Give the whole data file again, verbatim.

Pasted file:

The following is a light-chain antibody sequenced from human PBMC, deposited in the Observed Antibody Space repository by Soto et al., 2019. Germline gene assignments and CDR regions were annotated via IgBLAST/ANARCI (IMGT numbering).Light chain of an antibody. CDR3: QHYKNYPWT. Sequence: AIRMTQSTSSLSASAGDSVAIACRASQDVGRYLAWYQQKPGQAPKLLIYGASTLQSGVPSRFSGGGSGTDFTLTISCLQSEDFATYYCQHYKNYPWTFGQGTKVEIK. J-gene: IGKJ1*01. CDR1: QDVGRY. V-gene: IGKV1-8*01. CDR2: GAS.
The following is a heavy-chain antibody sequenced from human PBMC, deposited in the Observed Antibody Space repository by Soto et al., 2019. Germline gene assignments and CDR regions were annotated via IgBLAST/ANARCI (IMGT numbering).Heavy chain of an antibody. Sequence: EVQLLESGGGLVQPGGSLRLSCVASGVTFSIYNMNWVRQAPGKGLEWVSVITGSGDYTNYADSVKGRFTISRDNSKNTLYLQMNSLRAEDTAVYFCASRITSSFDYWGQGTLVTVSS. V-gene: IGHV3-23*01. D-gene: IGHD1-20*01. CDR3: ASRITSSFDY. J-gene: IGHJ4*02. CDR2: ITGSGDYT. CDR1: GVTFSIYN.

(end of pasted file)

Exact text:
The following is a light-chain antibody sequenced from human PBMC, deposited in the Observed Antibody Space repository by Soto et al., 2019. Germline gene assignments and CDR regions were annotated via IgBLAST/ANARCI (IMGT numbering).Light chain of an antibody. CDR3: QHYKNYPWT. Sequence: AIRMTQSTSSLSASAGDSVAIACRASQDVGRYLAWYQQKPGQAPKLLIYGASTLQSGVPSRFSGGGSGTDFTLTISCLQSEDFATYYCQHYKNYPWTFGQGTKVEIK. J-gene: IGKJ1*01. CDR1: QDVGRY. V-gene: IGKV1-8*01. CDR2: GAS.
The following is a heavy-chain antibody sequenced from human PBMC, deposited in the Observed Antibody Space repository by Soto et al., 2019. Germline gene assignments and CDR regions were annotated via IgBLAST/ANARCI (IMGT numbering).Heavy chain of an antibody. Sequence: EVQLLESGGGLVQPGGSLRLSCVASGVTFSIYNMNWVRQAPGKGLEWVSVITGSGDYTNYADSVKGRFTISRDNSKNTLYLQMNSLRAEDTAVYFCASRITSSFDYWGQGTLVTVSS. V-gene: IGHV3-23*01. D-gene: IGHD1-20*01. CDR3: ASRITSSFDY. J-gene: IGHJ4*02. CDR2: ITGSGDYT. CDR1: GVTFSIYN.